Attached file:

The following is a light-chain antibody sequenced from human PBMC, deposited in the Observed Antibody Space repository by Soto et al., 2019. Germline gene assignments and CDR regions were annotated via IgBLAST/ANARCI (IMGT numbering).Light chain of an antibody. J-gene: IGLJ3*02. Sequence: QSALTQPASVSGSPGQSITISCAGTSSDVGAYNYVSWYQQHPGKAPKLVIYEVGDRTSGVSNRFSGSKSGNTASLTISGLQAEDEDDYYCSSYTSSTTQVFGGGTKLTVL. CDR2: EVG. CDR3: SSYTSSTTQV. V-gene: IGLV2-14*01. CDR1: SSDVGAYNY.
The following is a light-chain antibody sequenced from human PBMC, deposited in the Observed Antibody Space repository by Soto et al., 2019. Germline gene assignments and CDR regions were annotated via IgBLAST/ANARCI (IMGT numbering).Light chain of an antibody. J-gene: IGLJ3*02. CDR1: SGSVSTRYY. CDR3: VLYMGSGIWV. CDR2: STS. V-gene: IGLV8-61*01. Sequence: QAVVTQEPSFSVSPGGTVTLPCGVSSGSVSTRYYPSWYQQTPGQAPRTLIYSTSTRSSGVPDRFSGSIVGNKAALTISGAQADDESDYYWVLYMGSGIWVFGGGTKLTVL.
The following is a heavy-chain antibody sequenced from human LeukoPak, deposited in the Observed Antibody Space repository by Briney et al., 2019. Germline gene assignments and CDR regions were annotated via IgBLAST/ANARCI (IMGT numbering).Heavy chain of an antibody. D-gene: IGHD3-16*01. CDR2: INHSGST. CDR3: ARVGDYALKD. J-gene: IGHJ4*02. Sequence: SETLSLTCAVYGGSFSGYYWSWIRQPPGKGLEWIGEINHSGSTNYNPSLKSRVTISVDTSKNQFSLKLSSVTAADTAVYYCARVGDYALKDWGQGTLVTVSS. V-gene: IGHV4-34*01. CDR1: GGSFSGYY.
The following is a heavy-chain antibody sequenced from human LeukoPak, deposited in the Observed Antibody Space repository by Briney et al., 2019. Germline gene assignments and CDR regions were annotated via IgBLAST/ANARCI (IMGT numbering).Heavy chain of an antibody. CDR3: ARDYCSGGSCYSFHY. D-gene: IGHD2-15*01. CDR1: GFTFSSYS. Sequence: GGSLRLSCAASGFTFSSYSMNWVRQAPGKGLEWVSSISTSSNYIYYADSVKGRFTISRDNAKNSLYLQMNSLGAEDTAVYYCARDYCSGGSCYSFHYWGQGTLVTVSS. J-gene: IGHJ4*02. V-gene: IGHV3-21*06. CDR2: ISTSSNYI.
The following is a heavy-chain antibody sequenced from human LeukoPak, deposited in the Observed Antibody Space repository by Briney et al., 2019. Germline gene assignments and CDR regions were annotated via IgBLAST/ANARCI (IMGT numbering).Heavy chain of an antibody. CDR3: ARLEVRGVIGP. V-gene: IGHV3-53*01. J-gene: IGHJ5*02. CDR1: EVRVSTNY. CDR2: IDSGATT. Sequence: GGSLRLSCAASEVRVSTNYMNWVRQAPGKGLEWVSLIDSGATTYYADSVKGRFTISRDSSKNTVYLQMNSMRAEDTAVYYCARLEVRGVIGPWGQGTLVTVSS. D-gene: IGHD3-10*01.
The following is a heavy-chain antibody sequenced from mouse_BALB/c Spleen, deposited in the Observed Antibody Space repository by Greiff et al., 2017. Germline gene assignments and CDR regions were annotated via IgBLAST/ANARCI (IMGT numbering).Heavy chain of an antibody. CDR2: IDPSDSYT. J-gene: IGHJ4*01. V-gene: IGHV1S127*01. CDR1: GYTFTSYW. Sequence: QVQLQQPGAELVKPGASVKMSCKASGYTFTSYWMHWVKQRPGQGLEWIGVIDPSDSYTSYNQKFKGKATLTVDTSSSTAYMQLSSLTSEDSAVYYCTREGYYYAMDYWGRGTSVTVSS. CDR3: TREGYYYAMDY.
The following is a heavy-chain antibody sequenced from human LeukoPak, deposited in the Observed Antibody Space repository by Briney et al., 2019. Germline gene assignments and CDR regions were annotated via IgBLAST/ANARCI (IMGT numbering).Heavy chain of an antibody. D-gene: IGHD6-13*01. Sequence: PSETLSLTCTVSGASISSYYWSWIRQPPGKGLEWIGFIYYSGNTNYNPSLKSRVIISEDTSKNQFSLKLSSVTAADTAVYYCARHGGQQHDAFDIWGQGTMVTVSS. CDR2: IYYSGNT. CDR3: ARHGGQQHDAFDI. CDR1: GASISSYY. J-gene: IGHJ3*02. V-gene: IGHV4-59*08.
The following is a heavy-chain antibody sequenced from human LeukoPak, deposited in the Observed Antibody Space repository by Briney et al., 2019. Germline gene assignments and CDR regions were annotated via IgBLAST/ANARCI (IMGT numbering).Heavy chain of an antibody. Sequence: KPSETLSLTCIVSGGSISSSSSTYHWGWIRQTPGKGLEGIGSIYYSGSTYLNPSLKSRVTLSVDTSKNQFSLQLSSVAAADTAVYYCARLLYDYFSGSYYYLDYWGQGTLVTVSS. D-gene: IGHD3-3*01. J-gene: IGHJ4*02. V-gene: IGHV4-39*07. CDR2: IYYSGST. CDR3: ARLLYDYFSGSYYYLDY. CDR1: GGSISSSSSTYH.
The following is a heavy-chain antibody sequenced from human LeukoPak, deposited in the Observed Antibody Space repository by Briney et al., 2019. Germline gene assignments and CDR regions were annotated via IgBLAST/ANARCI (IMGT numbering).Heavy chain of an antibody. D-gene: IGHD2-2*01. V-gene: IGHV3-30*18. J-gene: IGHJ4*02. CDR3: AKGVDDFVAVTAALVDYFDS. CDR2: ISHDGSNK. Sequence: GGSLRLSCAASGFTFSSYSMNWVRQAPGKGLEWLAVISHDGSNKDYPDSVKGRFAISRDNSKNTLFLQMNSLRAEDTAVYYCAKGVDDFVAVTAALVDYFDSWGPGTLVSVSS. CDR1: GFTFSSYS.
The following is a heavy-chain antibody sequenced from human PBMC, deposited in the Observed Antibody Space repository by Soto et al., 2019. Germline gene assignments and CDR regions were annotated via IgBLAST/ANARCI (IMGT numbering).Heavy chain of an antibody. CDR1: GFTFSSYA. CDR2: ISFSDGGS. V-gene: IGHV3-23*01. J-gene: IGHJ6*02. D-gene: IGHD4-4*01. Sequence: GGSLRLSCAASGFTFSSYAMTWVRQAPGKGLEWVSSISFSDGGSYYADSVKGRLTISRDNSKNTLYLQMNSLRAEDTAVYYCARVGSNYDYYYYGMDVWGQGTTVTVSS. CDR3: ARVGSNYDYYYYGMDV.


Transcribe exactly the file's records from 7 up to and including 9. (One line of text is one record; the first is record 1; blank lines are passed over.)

The following is a heavy-chain antibody sequenced from human LeukoPak, deposited in the Observed Antibody Space repository by Briney et al., 2019. Germline gene assignments and CDR regions were annotated via IgBLAST/ANARCI (IMGT numbering).Heavy chain of an antibody. D-gene: IGHD6-13*01. Sequence: PSETLSLTCTVSGASISSYYWSWIRQPPGKGLEWIGFIYYSGNTNYNPSLKSRVIISEDTSKNQFSLKLSSVTAADTAVYYCARHGGQQHDAFDIWGQGTMVTVSS. CDR2: IYYSGNT. CDR3: ARHGGQQHDAFDI. CDR1: GASISSYY. J-gene: IGHJ3*02. V-gene: IGHV4-59*08.
The following is a heavy-chain antibody sequenced from human LeukoPak, deposited in the Observed Antibody Space repository by Briney et al., 2019. Germline gene assignments and CDR regions were annotated via IgBLAST/ANARCI (IMGT numbering).Heavy chain of an antibody. Sequence: KPSETLSLTCIVSGGSISSSSSTYHWGWIRQTPGKGLEGIGSIYYSGSTYLNPSLKSRVTLSVDTSKNQFSLQLSSVAAADTAVYYCARLLYDYFSGSYYYLDYWGQGTLVTVSS. D-gene: IGHD3-3*01. J-gene: IGHJ4*02. V-gene: IGHV4-39*07. CDR2: IYYSGST. CDR3: ARLLYDYFSGSYYYLDY. CDR1: GGSISSSSSTYH.
The following is a heavy-chain antibody sequenced from human LeukoPak, deposited in the Observed Antibody Space repository by Briney et al., 2019. Germline gene assignments and CDR regions were annotated via IgBLAST/ANARCI (IMGT numbering).Heavy chain of an antibody. D-gene: IGHD2-2*01. V-gene: IGHV3-30*18. J-gene: IGHJ4*02. CDR3: AKGVDDFVAVTAALVDYFDS. CDR2: ISHDGSNK. Sequence: GGSLRLSCAASGFTFSSYSMNWVRQAPGKGLEWLAVISHDGSNKDYPDSVKGRFAISRDNSKNTLFLQMNSLRAEDTAVYYCAKGVDDFVAVTAALVDYFDSWGPGTLVSVSS. CDR1: GFTFSSYS.